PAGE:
Michael Jackson (search) crooned about healing the world, but can he save his own career?
The self-anointed "King of Pop" is defending his honor in a California courtroom on Monday, as the 46-year-old star's trial on child molestation charges begins.
The mere allegations of criminal activity have undoubtedly affected Jacko's public image — and his strange, surgically altered appearance and odd lifestyle certainly haven't helped.
But will his hit songs live on no matter what? Rolling Stone deputy editor Joe Levy is not so sure.
"People are more forgiving of men who are accused of victimizing women than men who are accused of [sexually] victimizing other men," Levy told FOXNews.com, explaining how some celebs have managed to beat similar charges in the past. "People are especially less forgiving of black men who are accused of victimizing men, and in the case of Michael Jackson, possibly children," he added.
Americans, however, have shown that they can see past an artist's unsavory behavior if they produce stellar work.
Woody Allen (search), who became involved with and later married the adopted daughter of former lover Mia Farrow, was also accused by Farrow in 1992 of molesting their young adopted daughter Dylan. But medical experts found no evidence of abuse and cleared Allen, and he has remained well respected by both the Hollywood community and many of his fans.
"I'm very capable of disassociating emotion from substance. There are plenty of talented people who are morally reprehensible," said Brett Martin, a 22-year-old New Yorker who is a big fan of Allen.
And filmmaker Roman Polanski (search), who fled the United States in the 1970s after being convicted for the statutory rape of a 13-year-old girl, went on to win the Best Director Oscar for "The Pianist" in 2003.
But David Finkelhor, director of the Crimes Against Children Research Center in New Hampshire (search), said the fact that Polanski and Allen work largely behind the scenes, as opposed to in front of the camera, makes their situation easier to beat than Jacko's.
"I can watch a Polanski or Woody Allen film without feeling guilty about it," he said. "However, it is probably more difficult for someone who thinks that Michael Jackson is a child molester to watch one of his music videos than it is to watch a Roman Polanski film, because in the case of the Polanski film, you don't have see the offender."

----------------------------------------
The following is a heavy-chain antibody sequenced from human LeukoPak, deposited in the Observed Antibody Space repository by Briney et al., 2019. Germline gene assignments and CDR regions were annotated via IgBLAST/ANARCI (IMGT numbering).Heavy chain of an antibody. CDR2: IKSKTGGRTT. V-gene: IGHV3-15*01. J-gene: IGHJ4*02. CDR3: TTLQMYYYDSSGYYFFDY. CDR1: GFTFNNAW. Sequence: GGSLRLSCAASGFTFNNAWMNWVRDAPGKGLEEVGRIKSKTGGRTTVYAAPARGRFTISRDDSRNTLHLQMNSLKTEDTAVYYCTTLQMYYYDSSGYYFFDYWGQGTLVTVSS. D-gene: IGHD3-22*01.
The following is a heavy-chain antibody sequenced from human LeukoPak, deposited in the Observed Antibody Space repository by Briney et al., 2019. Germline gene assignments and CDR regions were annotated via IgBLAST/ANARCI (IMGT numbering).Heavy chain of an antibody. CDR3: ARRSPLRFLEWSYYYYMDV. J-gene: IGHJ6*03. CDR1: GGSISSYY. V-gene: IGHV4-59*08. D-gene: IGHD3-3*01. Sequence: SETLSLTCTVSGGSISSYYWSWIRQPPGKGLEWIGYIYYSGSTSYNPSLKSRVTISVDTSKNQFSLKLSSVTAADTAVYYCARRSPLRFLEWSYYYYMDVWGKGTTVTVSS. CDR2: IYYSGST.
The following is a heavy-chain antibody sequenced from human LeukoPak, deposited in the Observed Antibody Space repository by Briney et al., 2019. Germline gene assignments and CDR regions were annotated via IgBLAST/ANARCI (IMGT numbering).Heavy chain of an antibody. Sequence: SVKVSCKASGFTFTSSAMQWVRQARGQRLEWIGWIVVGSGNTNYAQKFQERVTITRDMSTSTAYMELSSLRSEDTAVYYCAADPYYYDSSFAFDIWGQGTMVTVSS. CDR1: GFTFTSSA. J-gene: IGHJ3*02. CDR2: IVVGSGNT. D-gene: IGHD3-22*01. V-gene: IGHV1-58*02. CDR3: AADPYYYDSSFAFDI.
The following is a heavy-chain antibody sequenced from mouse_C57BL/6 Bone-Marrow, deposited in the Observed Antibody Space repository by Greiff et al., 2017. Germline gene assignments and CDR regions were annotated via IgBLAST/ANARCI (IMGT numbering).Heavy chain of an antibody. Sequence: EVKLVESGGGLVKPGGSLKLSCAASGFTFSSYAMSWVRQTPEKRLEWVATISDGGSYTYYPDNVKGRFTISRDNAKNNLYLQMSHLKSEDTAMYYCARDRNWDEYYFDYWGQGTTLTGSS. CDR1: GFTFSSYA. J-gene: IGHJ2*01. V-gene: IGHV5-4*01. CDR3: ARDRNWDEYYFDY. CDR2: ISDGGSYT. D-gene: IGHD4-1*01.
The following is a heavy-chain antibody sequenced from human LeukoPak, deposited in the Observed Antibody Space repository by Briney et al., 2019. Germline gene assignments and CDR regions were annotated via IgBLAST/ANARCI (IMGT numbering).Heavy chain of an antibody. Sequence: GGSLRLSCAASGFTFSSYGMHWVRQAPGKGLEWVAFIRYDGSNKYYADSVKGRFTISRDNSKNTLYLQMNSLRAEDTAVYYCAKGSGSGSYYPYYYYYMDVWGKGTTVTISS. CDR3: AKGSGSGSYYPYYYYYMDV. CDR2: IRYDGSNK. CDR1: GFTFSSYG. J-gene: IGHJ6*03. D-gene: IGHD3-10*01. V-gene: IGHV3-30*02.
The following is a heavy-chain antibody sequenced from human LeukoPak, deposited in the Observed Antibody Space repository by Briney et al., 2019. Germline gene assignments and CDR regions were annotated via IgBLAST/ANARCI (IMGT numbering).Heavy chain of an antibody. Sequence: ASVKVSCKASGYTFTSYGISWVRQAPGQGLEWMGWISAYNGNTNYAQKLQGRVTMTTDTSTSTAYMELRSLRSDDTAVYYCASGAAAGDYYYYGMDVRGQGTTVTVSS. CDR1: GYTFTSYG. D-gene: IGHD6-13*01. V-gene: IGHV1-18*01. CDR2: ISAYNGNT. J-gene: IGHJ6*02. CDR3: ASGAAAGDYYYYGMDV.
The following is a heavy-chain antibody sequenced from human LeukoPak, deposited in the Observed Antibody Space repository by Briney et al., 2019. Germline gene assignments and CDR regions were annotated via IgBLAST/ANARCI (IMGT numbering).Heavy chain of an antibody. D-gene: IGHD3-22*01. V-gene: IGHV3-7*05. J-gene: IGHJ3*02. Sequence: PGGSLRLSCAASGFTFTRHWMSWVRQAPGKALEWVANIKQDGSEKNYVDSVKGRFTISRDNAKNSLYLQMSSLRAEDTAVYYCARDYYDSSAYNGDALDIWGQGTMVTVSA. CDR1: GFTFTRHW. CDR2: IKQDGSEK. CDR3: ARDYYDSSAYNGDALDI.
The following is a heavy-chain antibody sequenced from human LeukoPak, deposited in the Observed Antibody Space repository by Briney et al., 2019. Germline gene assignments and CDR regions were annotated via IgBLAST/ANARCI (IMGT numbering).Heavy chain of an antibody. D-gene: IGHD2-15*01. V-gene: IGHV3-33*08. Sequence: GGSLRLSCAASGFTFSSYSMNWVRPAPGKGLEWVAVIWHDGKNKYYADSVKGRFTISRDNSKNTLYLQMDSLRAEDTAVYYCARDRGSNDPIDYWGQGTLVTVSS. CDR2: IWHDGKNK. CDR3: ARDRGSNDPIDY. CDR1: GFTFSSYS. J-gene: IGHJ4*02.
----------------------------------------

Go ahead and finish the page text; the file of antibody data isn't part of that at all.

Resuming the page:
Indeed, not all celebrity offenders are redeemable in the eyes of the public. Former heavyweight champion Mike Tyson (search), who spent three years in jail for rape, has had a hard time beating the rap of violent oddball.
And O.J. Simpson (search) was acquitted of murdering ex-wife Nicole Brown Simpson and her friend Ron Goldman, but many former fans still consider him guilty — and certainly, offers to star in movies or broadcast football games have been slim or nil since his trial.
But Greg Kushnick, a clinical psychologist from New Jersey, feels that people generally are capable of separating the art from the artist.
"If [the consumer] grapples with something related to the fault of the celebrity, then listening to their music or watching their movies might bring on more problems," he said. "Otherwise, I think you can separate the art from any faults of the person."
But Levy points out that Jacko's career recovery might be harder than most, because in addition to the allegations and offbeat behavior, like dangling his child over a balcony, Jackson is well past his prime.
"This happens to all of them 10 years after their peak," Levy said. "There are no criminal allegations against Madonna, and her fan base has shown that they are willing to pay hundreds of dollars to see her in concert and unwilling to spend $18 for her new CD."
And even if Jacko is found not guilty in his trial, the damage may have already been done. The moonwalking star's career has not been the same since similar child-molestation charges were levied against him in 1993, even though the case was dropped (after the singer reportedly paid millions to settle a civil lawsuit with the accusing boy).
"'Invincible' (Jackson's 2001 release) was a much better album than the reviewers gave it credit for. People did not give it a fare shake," Levy said. "It was a better than average record but treated as a worse than average record. It is impossible to say if this was the typical misfortune of an aging artist."
But time as well an innocent verdict might be enough to bring Jackson the pop star out of the shadow of Jacko the eccentric man who lives in his own amusement park.
"Personally, right now, if I were at a party and they were playing Michael Jackson's music, I couldn't enjoy it because he is in the spotlight," said Kushnick. "Five years from now I probably won't be thinking [about the allegations] while dancing to Billie Jean."